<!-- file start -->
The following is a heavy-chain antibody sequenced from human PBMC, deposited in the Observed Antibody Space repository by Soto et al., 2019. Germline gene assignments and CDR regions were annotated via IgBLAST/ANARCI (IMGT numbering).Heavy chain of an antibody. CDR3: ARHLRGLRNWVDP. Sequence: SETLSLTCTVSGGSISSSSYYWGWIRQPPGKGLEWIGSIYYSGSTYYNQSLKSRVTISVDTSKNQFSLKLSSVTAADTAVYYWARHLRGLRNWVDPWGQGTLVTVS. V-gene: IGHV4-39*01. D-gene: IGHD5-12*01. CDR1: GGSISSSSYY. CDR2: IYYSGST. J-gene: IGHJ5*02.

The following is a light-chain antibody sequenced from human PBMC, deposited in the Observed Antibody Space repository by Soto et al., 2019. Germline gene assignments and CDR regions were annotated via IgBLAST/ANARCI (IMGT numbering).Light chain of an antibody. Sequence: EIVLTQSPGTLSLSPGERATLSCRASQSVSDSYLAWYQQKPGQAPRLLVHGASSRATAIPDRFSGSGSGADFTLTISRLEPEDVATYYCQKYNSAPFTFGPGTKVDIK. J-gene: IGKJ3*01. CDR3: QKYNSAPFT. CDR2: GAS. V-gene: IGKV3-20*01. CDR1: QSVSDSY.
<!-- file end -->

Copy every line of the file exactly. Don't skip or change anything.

The following is a heavy-chain antibody sequenced from human PBMC, deposited in the Observed Antibody Space repository by Soto et al., 2019. Germline gene assignments and CDR regions were annotated via IgBLAST/ANARCI (IMGT numbering).Heavy chain of an antibody. CDR3: ARHLRGLRNWVDP. Sequence: SETLSLTCTVSGGSISSSSYYWGWIRQPPGKGLEWIGSIYYSGSTYYNQSLKSRVTISVDTSKNQFSLKLSSVTAADTAVYYWARHLRGLRNWVDPWGQGTLVTVS. V-gene: IGHV4-39*01. D-gene: IGHD5-12*01. CDR1: GGSISSSSYY. CDR2: IYYSGST. J-gene: IGHJ5*02.

The following is a light-chain antibody sequenced from human PBMC, deposited in the Observed Antibody Space repository by Soto et al., 2019. Germline gene assignments and CDR regions were annotated via IgBLAST/ANARCI (IMGT numbering).Light chain of an antibody. Sequence: EIVLTQSPGTLSLSPGERATLSCRASQSVSDSYLAWYQQKPGQAPRLLVHGASSRATAIPDRFSGSGSGADFTLTISRLEPEDVATYYCQKYNSAPFTFGPGTKVDIK. J-gene: IGKJ3*01. CDR3: QKYNSAPFT. CDR2: GAS. V-gene: IGKV3-20*01. CDR1: QSVSDSY.